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Licensing Questions Thread, schools agreement - advice in Technical; i am just looking at licences at present and am wondering if the MS Schools Agreement would be worth our ...
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    gibbo_ap's Avatar
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    schools agreement - advice

    i am just looking at licences at present and am wondering if the MS Schools Agreement would be worth our while?

    we have 380 (will be 468 soon) curriculum stations and 13 admin, currently running office 2003 (dont know at present how many are 2007 compatible looking into this at the moment)

    we use office, have server 2003, exchange, and running cc3 but looking to cc4 soon.

    i am also looking to upgrade to office 2007 or 2010 soon, my understanding of MSSA is that in will make my life easier regarding licences of ms gubbins anyway.

    with cc4 i will be looking at Windows 7 on new stations when supported.

    what are peoples experences?

    what are the problems moving from how we are (just purchasing as and when) to moving to the schools agreement

    does being an RM school complicate this?

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    teejay's Avatar
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    I thought cc3/4 covered your licensing? MS SA is really for vanilla networks as you use it to buy all the server and client access licensing for all machines.

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    gibbo_ap's Avatar
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    am thinking more office licences

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    teejay's Avatar
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    Schools Agreement wouldn't be the right programme to be on as you'll end up paying for stuff you already pay for through your RM agreement! Speak to RM as they have a good deal on licences, other than that speak to a MS edu reseller who will be able to get you the correct number of licenses you need on one of the other academic licence programmes.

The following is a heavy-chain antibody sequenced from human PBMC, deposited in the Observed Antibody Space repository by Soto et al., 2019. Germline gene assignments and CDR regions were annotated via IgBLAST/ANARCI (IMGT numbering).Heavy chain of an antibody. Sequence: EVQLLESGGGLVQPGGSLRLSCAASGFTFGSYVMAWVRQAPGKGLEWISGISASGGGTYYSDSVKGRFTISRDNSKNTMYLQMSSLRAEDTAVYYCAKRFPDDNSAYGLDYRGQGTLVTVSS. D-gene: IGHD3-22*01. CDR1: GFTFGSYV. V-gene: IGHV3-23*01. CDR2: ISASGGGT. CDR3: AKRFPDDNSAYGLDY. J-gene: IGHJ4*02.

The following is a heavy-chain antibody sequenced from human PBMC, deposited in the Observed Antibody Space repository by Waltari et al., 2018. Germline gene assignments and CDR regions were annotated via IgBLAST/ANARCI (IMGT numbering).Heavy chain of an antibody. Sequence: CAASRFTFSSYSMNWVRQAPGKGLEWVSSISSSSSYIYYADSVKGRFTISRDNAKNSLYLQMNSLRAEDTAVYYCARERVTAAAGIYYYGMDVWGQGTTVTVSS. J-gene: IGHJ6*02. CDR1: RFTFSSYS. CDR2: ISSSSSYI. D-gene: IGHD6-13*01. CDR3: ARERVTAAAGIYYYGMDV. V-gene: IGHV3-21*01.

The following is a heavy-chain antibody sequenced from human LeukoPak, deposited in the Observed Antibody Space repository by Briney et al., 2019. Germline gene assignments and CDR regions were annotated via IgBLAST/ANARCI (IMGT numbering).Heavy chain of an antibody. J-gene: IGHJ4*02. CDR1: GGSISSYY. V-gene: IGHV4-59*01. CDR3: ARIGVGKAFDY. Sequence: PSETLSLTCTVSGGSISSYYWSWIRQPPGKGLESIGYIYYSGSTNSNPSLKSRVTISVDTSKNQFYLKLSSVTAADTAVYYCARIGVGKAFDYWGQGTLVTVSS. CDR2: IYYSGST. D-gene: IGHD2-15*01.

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    garethedmondson's Avatar
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    We have just purchased a School Agreement with Work at Home rights for our staff. Best thing we have done - any MS licencing worries are gone.

    We are licenced for Windows 7, all the CALS are in there. We are also licenced for Office 2007 and will be for Office 2010 when that is released.

    The staff are chuffed that we invested in them. We have to police the work at home agreement and disks are booked out and back in. A contract is also signed by the member of staff.

    Quick chance here to say thanks to Dan at WStore for being extremely tolerant whilst I asked a lot of questions and while my line managers wavered over the decision.

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    WStore_Dan (8th December 2009)

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    Ric_'s Avatar
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    I'm pushing through our new Schools Agreement at the moment... we used to use Select.

    The biggest advantages are that you can roughly budget an annual licensing cost (which bursars like) and you don't have massive lump sums to pay out when Office needs upgrading or you need new CALs for a piece of server software.